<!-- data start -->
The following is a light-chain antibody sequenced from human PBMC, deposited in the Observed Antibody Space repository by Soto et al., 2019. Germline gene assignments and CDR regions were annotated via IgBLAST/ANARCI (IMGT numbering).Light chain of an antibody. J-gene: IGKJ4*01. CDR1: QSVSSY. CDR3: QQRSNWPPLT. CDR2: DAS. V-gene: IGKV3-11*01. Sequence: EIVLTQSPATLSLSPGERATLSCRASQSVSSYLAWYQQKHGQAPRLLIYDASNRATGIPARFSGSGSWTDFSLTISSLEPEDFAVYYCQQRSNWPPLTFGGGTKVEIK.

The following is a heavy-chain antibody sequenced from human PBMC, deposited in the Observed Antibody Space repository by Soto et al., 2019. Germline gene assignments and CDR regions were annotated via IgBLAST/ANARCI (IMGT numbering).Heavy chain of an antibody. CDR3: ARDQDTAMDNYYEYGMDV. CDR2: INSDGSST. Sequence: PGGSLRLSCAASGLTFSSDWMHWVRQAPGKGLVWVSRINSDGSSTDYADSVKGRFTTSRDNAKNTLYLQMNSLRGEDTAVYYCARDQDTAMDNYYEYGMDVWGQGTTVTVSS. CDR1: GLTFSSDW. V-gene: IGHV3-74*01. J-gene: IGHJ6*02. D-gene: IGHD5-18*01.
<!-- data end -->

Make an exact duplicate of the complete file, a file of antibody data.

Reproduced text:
The following is a light-chain antibody sequenced from human PBMC, deposited in the Observed Antibody Space repository by Soto et al., 2019. Germline gene assignments and CDR regions were annotated via IgBLAST/ANARCI (IMGT numbering).Light chain of an antibody. J-gene: IGKJ4*01. CDR1: QSVSSY. CDR3: QQRSNWPPLT. CDR2: DAS. V-gene: IGKV3-11*01. Sequence: EIVLTQSPATLSLSPGERATLSCRASQSVSSYLAWYQQKHGQAPRLLIYDASNRATGIPARFSGSGSWTDFSLTISSLEPEDFAVYYCQQRSNWPPLTFGGGTKVEIK.

The following is a heavy-chain antibody sequenced from human PBMC, deposited in the Observed Antibody Space repository by Soto et al., 2019. Germline gene assignments and CDR regions were annotated via IgBLAST/ANARCI (IMGT numbering).Heavy chain of an antibody. CDR3: ARDQDTAMDNYYEYGMDV. CDR2: INSDGSST. Sequence: PGGSLRLSCAASGLTFSSDWMHWVRQAPGKGLVWVSRINSDGSSTDYADSVKGRFTTSRDNAKNTLYLQMNSLRGEDTAVYYCARDQDTAMDNYYEYGMDVWGQGTTVTVSS. CDR1: GLTFSSDW. V-gene: IGHV3-74*01. J-gene: IGHJ6*02. D-gene: IGHD5-18*01.